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This story, in slightly different form, originally appeared in the New York Law Journal.NEW YORK CITY-Agreements that Donald Trump made with community groups to secure their support for a development on Manhattan’s West Side expired in 2003 and are not binding on subsequent owners, the New York State Court of Appeals ruled unanimously Tuesday.

The case that once involved Trump, Riverside South Planning Corporation v. CRP/Extell Riverside, hinged on a deal the developer made in March 1993 with a coalition of six community groups called the Riverside South Planning Corp. In exchange for the groups’ support for his plans for a mixed development on a 76-acre Penn Central railway yard, Trump agreed to give the coalition an ongoing role in the planning and development of the site as well as input in design criteria and plans for parks, open spaces and public arts programs. The agreement stated that it “shall continue for 10 years,” or for a shorter period, should Trump no longer own any of the Riverside South property.

After beginning development on the project known as Trump Place, Trump sold a 70% stake in the project to a group of Hong Kong and Chinese businessmen in 1994. Eleven years later, the Asian investors sold all shares in the project to Extell Development Corp. and the Carlyle Group for $1.8 billion. The RSPC sought to assert the agreement it made with Mr. Trump when members objected to the use of glass on a building, and Extell refused.

The community groups contended that although Trump was no longer involved in the project by 2005, an “assignment clause” in their agreement with him made subsequent owners subject to the deal. In that clause, Trump agreed to “require any person who purchases any Parcel of the Subject Property from me so long as the Special Permits remain in effect, to agree to abide by the agreements in this letter.”

The Albany-based court ruled that the “assignment clause” was intended to obligate an unrelated company to adhere to the agreement with Trump only if a Trump-related company retained an interest in the project. The 10-year sunset clause extinguished any expectation that the RSPC had of staying involved in design and planning of the project, the court ruled.

“Under the clear wording of the sunset provision, the obligations in the Letter Agreement immediately ceased if Trump no longer owned, directly or indirectly, any portion of Riverside South–if he and his companies sold the entire property–and this would be true even if such a sale occurred within 10 years,” Judge Victoria A. Graffeo wrote for the 7-0 court. “In that circumstance, there would be no obligations to pass on to a successor because the contract immediately expired upon Trump’s divestiture of ownership.”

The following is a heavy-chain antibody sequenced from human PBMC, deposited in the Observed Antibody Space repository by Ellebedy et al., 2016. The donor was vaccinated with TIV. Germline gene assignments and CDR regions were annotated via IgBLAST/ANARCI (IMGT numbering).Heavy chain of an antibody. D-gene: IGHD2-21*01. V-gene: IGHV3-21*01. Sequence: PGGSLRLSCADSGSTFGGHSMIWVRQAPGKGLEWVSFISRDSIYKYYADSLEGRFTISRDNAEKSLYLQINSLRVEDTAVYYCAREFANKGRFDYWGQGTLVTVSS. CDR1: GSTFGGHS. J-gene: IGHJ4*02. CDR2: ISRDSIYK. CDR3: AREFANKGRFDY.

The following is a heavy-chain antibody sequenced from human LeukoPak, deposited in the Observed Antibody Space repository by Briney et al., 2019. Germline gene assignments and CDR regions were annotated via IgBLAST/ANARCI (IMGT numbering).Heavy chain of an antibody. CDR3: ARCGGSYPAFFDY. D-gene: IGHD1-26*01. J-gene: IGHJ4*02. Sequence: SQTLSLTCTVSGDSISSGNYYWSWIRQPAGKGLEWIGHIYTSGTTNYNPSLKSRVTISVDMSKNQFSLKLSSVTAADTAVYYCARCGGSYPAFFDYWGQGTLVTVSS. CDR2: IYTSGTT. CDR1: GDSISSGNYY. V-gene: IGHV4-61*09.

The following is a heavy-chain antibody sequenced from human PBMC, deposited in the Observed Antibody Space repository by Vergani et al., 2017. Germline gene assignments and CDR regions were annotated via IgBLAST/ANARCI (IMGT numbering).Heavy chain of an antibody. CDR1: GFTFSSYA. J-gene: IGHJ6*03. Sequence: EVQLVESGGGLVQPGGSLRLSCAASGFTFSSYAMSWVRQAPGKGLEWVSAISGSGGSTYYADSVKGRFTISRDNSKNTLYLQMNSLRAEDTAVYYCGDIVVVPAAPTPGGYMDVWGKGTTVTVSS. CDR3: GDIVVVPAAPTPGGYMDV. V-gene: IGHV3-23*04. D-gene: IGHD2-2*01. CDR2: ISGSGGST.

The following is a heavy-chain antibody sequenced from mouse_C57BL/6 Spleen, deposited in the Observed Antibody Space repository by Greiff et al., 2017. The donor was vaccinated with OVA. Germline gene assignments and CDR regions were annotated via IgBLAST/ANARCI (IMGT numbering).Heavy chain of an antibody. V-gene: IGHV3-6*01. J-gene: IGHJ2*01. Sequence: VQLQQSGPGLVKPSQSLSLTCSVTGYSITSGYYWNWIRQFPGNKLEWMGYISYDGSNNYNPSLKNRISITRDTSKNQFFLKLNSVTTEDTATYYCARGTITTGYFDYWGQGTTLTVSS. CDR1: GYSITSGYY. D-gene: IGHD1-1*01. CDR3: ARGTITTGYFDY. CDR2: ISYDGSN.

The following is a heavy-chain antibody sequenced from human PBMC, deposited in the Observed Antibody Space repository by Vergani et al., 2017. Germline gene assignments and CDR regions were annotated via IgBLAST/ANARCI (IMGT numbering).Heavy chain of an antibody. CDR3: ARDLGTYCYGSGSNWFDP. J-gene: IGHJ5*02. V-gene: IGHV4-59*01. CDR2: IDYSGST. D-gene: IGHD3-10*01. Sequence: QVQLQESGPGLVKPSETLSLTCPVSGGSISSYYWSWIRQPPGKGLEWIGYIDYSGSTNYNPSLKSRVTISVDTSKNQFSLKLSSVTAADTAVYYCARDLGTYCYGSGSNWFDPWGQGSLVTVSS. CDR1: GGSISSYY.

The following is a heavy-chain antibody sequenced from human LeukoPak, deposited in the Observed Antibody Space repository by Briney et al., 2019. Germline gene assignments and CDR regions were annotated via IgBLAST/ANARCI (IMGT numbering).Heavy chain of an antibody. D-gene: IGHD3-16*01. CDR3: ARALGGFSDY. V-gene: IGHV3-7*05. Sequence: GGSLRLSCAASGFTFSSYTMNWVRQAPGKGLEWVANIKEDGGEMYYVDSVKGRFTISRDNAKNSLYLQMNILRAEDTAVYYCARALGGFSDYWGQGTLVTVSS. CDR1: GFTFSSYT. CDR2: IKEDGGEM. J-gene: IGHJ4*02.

The ruling affirmed a 3-2 decision by an Appellate Division, First Department, panel earlier this year. The two dissenters said they agreed with Manhattan Supreme Court Justice Richard B. Lowe, who refused to dismiss the case after finding ambiguity with the reach of the 10-year sunset provision.

Nine residential towers have been built at Riverside South. Extell has filed plans for five more at the site along the West Side Highway. Signers of the ’93 agreement with Trump on behalf of the RSPC coalition were the Municipal Arts Society, the Riverside Park Fund, the Parks Council Inc., the Regional Plan Association, the Natural Resources Defense Council and People for Westpride.

Robert H. Dolan of Schlam, Stone & Dolan argued for Extell that the sunset clause’s provision that the agreement “shall continue for 10 years” is anything but ambiguous. “If that was ambiguous, God help anyone who writes contracts in New York,” Dolan said in an interview Tuesday.

Dolan said a contrary ruling would have been “extremely serious” because it would have injected doubts about the interpretation of basic language in contracts. Max R. Schulman of Cravath, Swaine & Moore represented the community groups before the Court of Appeals.Joel Stashenko can be reached at [email protected]

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